Not that AMD is completely innocent. In their desire to fulfill the promises they made and give us VR capable cards that needs only one 6-pin power connector for ~$200 USD, they might have miscalculated and made a mess. How and why something like that can happen to such a big company remains a question to be answered.

Luckily enough, reference cards are produced in limited numbers and most people are not interested in them, but rather the cards from AiB partners, such as Powercolor, Sapphire, Asus, MSI, Gigabyte, etc.

All of the partners have their versions of the cards already on the shelves and all of them come with 8-pin PEG connectors for sufficient and stable power supply. This way less power is used from the PCI-E slot itself.

By solving all the issues from the initial release (cooling and power), there wasn’t anything in the way of the card to display its strengths. When the dust finally settled, we got a card that is on par with GTX 980 and R9 390, with less power draw and smaller price tag. Nvidia might have kept the crown for the fastest single GPU on the market, but what RX 480 brings to the table is DX12 and Vulkan capable card for a fraction of the price of the Nvidia’s workhorses. By combining two of them in a Crossfire solution you can have 1070/1080 performance, but with AMD cards in your case and some money to spare in your wallet.

GTX 1060

Fearing for the middle segment, Nvidia reacted and released the GTX 1060. There is not much to be said. The card is as powerful as RX480 (a bit less in DX12 and Vulkan), it spends less power and is a bit pricier. However, it comes in versions with 6 or 3 GB of RAM (less than RX480) and what is worse – no SLI support.

Future-wise, the RX 480 is a safer bet than the 1060, given that it performs better in new APIs and that you will be able to add another one of these cards to double the performance, as Crossfire scaling is better than ever.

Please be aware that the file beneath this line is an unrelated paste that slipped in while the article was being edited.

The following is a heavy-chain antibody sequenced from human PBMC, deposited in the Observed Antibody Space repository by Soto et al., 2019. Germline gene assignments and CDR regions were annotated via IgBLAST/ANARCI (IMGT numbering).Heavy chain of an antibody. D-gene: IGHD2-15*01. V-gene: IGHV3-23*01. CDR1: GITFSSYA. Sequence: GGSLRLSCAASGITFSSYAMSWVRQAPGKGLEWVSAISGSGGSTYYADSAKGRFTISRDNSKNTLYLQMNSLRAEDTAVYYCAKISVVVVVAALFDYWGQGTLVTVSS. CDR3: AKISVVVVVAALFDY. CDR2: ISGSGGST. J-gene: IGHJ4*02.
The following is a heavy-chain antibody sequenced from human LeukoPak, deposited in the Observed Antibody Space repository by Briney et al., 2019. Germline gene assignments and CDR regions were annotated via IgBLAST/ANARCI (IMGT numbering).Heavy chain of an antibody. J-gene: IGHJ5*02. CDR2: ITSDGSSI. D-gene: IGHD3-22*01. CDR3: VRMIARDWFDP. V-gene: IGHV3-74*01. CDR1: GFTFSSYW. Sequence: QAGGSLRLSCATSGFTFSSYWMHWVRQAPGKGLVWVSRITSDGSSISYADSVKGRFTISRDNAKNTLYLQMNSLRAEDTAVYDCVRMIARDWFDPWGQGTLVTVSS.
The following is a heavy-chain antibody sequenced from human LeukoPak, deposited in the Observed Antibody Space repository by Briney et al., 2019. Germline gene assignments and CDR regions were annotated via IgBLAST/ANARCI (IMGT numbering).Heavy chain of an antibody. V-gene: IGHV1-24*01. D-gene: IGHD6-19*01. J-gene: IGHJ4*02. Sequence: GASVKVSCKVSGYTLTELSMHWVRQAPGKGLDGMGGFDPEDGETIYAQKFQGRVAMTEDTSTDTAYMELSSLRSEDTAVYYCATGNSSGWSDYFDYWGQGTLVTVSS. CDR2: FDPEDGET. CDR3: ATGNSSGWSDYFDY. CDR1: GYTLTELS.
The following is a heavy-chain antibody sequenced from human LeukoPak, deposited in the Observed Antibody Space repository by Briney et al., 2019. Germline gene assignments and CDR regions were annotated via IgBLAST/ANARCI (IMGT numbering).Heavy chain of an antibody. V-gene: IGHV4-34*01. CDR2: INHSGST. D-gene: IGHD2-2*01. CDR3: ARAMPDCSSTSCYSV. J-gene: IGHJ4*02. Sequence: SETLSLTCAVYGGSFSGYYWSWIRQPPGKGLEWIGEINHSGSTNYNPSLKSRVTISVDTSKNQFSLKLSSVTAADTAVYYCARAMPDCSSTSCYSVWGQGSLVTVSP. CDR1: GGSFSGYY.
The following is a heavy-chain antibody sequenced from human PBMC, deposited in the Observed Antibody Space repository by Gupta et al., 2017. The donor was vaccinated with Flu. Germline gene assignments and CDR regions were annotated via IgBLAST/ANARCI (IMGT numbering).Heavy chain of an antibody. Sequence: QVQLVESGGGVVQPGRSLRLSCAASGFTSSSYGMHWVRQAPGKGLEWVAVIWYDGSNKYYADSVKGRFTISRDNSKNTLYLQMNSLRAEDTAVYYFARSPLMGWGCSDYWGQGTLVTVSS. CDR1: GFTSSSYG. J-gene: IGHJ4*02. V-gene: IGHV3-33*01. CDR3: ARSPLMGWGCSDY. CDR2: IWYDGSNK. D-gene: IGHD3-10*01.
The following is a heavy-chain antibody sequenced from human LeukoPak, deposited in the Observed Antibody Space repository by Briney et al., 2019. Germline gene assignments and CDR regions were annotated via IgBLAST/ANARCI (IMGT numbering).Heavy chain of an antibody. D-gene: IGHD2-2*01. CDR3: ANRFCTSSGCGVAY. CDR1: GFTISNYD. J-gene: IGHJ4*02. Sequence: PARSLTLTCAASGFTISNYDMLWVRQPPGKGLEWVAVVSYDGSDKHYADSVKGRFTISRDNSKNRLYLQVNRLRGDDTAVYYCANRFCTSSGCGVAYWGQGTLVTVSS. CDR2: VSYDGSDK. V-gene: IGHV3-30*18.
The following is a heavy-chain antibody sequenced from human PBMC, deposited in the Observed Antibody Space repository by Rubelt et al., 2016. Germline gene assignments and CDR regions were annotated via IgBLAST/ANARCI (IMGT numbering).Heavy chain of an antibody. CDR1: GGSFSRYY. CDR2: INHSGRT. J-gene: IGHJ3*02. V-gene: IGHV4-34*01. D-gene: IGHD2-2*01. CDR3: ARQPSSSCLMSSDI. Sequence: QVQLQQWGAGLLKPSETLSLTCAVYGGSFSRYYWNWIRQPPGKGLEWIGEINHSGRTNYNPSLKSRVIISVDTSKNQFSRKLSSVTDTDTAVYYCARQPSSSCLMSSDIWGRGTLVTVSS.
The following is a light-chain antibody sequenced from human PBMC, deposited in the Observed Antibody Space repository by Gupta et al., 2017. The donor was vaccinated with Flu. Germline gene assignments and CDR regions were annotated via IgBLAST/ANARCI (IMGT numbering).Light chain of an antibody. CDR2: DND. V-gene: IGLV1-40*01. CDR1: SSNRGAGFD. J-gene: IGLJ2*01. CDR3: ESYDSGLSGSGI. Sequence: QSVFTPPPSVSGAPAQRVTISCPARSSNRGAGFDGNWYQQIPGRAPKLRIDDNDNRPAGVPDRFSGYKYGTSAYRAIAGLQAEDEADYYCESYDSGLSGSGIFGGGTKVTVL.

Is that all?

No, there is more. Besides RX480, there are two more cards from the Polaris family. The RX470 and 460. The stronger one is almost on par with RX480, but cheaper, making it a better purchase for sure. On the other hand, RX460 is the budget card not meant for serious gaming, aimed at those still owning 57xx/77xx cards.

AMD has ensured the primacy in the sub $300 USD segment for sure. All that is left is to cover the hole left between the RX460 and 470, since the later one is two times more powerful than its little brother. An RX465 would be a perfect fit, for example.

RX 470

An exciting summer it was. Fans of both camps had something to rejoice about. Although some were happier than the others, it is evident that the story doesn’t end here. AMD is yet to unveil its high-end chips, labeled as Vega. Nvidia is rumored to release Volta architecture for the next year. Sony is launching its new Polaris based Playstation 4 Neo next month, and Microsoft and Nintendo are also revising their hardware with AMD’s latest chips (a great win for AMD). So, more exciting months are ahead of us, regarding the new gaming hardware.

Marcus is an Australian IT support professional. He’s running his own business, working with companies that outsource their IT maintenance. He often writes about technology, business and marketing and is a regular contributor on several sites.